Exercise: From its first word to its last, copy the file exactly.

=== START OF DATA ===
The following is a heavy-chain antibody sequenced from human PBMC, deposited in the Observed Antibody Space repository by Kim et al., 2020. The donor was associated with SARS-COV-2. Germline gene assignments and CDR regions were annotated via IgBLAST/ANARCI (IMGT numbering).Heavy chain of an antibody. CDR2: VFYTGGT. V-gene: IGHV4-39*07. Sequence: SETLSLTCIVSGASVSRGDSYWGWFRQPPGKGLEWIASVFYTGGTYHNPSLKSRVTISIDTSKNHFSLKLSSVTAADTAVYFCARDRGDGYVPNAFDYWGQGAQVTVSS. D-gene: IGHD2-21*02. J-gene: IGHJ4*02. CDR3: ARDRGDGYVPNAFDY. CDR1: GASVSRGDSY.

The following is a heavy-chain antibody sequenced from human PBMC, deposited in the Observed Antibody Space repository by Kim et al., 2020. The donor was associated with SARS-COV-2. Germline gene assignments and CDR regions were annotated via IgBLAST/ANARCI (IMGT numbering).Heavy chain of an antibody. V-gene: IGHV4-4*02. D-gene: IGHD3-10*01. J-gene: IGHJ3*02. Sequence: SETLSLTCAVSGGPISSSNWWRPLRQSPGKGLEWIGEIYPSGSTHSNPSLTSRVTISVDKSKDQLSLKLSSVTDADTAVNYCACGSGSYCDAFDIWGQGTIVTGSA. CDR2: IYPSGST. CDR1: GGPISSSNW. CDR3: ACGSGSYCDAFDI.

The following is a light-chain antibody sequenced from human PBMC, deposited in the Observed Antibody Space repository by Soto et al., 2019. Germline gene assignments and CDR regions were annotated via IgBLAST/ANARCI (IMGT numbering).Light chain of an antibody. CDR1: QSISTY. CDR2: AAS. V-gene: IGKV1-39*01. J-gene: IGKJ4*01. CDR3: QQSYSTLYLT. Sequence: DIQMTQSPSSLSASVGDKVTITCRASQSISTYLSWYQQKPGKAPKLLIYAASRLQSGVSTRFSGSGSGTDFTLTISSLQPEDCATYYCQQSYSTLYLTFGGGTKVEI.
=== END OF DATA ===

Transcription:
The following is a heavy-chain antibody sequenced from human PBMC, deposited in the Observed Antibody Space repository by Kim et al., 2020. The donor was associated with SARS-COV-2. Germline gene assignments and CDR regions were annotated via IgBLAST/ANARCI (IMGT numbering).Heavy chain of an antibody. CDR2: VFYTGGT. V-gene: IGHV4-39*07. Sequence: SETLSLTCIVSGASVSRGDSYWGWFRQPPGKGLEWIASVFYTGGTYHNPSLKSRVTISIDTSKNHFSLKLSSVTAADTAVYFCARDRGDGYVPNAFDYWGQGAQVTVSS. D-gene: IGHD2-21*02. J-gene: IGHJ4*02. CDR3: ARDRGDGYVPNAFDY. CDR1: GASVSRGDSY.

The following is a heavy-chain antibody sequenced from human PBMC, deposited in the Observed Antibody Space repository by Kim et al., 2020. The donor was associated with SARS-COV-2. Germline gene assignments and CDR regions were annotated via IgBLAST/ANARCI (IMGT numbering).Heavy chain of an antibody. V-gene: IGHV4-4*02. D-gene: IGHD3-10*01. J-gene: IGHJ3*02. Sequence: SETLSLTCAVSGGPISSSNWWRPLRQSPGKGLEWIGEIYPSGSTHSNPSLTSRVTISVDKSKDQLSLKLSSVTDADTAVNYCACGSGSYCDAFDIWGQGTIVTGSA. CDR2: IYPSGST. CDR1: GGPISSSNW. CDR3: ACGSGSYCDAFDI.

The following is a light-chain antibody sequenced from human PBMC, deposited in the Observed Antibody Space repository by Soto et al., 2019. Germline gene assignments and CDR regions were annotated via IgBLAST/ANARCI (IMGT numbering).Light chain of an antibody. CDR1: QSISTY. CDR2: AAS. V-gene: IGKV1-39*01. J-gene: IGKJ4*01. CDR3: QQSYSTLYLT. Sequence: DIQMTQSPSSLSASVGDKVTITCRASQSISTYLSWYQQKPGKAPKLLIYAASRLQSGVSTRFSGSGSGTDFTLTISSLQPEDCATYYCQQSYSTLYLTFGGGTKVEI.